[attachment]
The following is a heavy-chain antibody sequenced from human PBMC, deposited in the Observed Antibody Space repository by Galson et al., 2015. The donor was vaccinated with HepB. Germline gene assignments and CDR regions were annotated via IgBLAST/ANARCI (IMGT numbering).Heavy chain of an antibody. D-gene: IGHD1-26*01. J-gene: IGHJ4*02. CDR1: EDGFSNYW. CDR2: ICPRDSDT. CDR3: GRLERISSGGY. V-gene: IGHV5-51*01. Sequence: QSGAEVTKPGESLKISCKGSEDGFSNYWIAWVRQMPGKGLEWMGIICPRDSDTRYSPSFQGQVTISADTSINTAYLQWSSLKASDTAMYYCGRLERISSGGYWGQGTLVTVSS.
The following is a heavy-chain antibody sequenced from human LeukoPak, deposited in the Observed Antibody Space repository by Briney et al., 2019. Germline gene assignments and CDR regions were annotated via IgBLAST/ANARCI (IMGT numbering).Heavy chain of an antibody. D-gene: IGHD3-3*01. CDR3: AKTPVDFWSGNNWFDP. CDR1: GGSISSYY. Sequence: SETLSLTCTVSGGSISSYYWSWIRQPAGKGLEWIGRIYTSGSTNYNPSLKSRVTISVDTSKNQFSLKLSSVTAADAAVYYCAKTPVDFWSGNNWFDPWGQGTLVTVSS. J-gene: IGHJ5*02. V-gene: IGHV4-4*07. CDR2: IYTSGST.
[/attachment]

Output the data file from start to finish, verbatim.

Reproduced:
The following is a heavy-chain antibody sequenced from human PBMC, deposited in the Observed Antibody Space repository by Galson et al., 2015. The donor was vaccinated with HepB. Germline gene assignments and CDR regions were annotated via IgBLAST/ANARCI (IMGT numbering).Heavy chain of an antibody. D-gene: IGHD1-26*01. J-gene: IGHJ4*02. CDR1: EDGFSNYW. CDR2: ICPRDSDT. CDR3: GRLERISSGGY. V-gene: IGHV5-51*01. Sequence: QSGAEVTKPGESLKISCKGSEDGFSNYWIAWVRQMPGKGLEWMGIICPRDSDTRYSPSFQGQVTISADTSINTAYLQWSSLKASDTAMYYCGRLERISSGGYWGQGTLVTVSS.
The following is a heavy-chain antibody sequenced from human LeukoPak, deposited in the Observed Antibody Space repository by Briney et al., 2019. Germline gene assignments and CDR regions were annotated via IgBLAST/ANARCI (IMGT numbering).Heavy chain of an antibody. D-gene: IGHD3-3*01. CDR3: AKTPVDFWSGNNWFDP. CDR1: GGSISSYY. Sequence: SETLSLTCTVSGGSISSYYWSWIRQPAGKGLEWIGRIYTSGSTNYNPSLKSRVTISVDTSKNQFSLKLSSVTAADAAVYYCAKTPVDFWSGNNWFDPWGQGTLVTVSS. J-gene: IGHJ5*02. V-gene: IGHV4-4*07. CDR2: IYTSGST.